Sunshine Coast. The eight race series ended as it began, on a sparkling
winter's day and light winds, when McNeill and his crew of Greg Torpy and
Paul Turner sailed Tom Pepper XVIII into fourth place to comfortable take
out the series.

Going into the final heat, after an evening and morning of protests and
changing decisions by the International Jury, McNeill and former World
Champion Cameron Miles from Pittwater, sailing Pacesetter, were only two
points apart. Miles had a mediocre start in the big fleet and 5-7 knot
easterly seabreeze, but climbed back up through the huge fleet from 40th
place to finish 17th, sufficient to secure second place. Third place
overall went to Mornington sailor Glenn Collings, skippering Satu, who this
evening won a protest against the Race Committee's ruling that he had been
OCS (on course side) as a premature starter in the final race. Julian
Plante took fourth place and American Dennis Conner finished fifth. - Peter

Lysekil, Sweden - Marie Björling and her Team Panorama (Camille Dreyfus,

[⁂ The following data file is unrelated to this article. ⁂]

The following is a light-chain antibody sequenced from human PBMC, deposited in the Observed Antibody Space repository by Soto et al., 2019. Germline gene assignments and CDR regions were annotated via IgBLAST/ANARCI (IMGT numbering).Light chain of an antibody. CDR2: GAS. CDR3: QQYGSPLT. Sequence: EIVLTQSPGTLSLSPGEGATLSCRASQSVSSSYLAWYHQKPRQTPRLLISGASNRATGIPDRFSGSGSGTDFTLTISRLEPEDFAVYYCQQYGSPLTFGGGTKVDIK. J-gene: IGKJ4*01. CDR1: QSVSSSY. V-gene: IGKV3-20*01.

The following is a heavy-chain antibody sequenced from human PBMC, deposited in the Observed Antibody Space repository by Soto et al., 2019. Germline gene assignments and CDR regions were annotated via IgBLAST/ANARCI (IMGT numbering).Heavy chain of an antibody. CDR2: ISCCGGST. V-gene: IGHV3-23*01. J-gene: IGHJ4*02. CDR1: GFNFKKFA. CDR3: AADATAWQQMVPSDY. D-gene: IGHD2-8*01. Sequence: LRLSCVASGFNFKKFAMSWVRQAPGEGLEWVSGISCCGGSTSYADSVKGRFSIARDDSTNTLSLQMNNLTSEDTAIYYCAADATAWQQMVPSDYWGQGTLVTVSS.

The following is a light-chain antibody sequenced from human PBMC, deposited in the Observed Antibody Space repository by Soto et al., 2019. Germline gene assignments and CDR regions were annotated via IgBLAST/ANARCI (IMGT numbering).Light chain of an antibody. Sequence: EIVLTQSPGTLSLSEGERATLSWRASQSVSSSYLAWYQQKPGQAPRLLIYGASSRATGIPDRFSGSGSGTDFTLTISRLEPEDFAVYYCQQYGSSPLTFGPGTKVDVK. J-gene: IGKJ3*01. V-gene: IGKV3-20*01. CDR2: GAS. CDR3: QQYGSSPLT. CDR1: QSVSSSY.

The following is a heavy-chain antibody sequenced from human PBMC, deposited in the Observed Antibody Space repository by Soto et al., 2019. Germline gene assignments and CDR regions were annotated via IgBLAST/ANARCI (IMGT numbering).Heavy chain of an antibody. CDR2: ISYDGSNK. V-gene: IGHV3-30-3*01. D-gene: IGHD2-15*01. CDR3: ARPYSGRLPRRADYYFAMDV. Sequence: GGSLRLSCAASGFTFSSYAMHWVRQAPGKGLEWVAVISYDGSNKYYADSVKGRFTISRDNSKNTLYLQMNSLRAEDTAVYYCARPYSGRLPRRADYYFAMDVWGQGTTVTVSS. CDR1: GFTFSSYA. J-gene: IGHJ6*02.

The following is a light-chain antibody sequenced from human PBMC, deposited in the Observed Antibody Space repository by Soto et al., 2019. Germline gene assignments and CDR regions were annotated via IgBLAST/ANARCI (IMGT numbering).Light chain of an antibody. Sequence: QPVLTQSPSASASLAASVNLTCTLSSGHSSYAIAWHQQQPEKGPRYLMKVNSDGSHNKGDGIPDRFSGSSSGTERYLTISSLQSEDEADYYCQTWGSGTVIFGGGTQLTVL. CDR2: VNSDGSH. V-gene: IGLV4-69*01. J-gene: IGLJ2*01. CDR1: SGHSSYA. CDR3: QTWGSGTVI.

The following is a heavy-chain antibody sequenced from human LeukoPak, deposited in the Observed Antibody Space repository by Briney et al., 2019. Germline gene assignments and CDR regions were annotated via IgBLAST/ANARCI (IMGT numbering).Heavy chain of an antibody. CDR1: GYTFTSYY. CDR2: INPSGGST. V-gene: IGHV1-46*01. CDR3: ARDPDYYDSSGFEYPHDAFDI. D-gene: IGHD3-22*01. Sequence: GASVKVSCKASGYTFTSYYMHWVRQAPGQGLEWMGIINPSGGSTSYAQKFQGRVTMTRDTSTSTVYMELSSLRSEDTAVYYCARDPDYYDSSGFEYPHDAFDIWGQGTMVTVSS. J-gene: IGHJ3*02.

Julie Gerecht, Amelie Guiccam, Marie Riou and Morgane Gautier) from the
Royal Gothenburg Yacht Club defeated French Claire Leroy in Team Ideactor
3-0 in the finals of Lysekil Woman's Match - the world's largest female
match racing event. This victory came just a month after Björling won her
third consecutive Swedish Match Cup in Marstrand. In the Petit Finals, Nina
Braestrup (DEN) defeated Linda Rahm (SWE), 2-0.

Final result in Lysekil Women's Match:
1. Marie Björling, SWE/Team Panorama, $12.937
2. Claire Leroy, FRA, Team Ideactor, $8.021
3. Nina Braestrup, DEN, $6.598
4. Linda Rahm, SWE/Team Koncentra, $5.434
5. Malin Källström, SWE/Team Tuve Bygg, $4.787
6. Lotte Meldgaard Pedersen, DEN/Team Gerimax, $4.140
7. Marie Fauré, FRA, $3.622
8. Christine Briand, FRA, $2.587
9. Sally Barkow, USA, $2.070
10. Katie Spithill, AUS, $1.552
11. Elizabeth Kratzig, USA
12. Klaartje Zuiderbaan, NED

Event website:

During the starting sequence, A breaks a rule of Part 2 and collides with
B, causing serious damage. B protests and retires. Before A can complete a
720 degree turns penalty, the race committee signals a general recall. A
sails and wins the restarted race but B cannot compete because of the
damage. Should A be disqualified? (Answer below.)

Dinghy mainsheets to maxi halyards, Spinlock clutches, jammers, and cleats
are there. Tired of slipping halyards or unruly sheets that just won't
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* This past weekend, over 450 boats and 1500 sailors competing in 12 fleets
descended on the Beverly Yacht Club in Marion, MA, for the 32nd running of
the Buzzards Bay Regatta. This year's regatta drew sailors from 22 states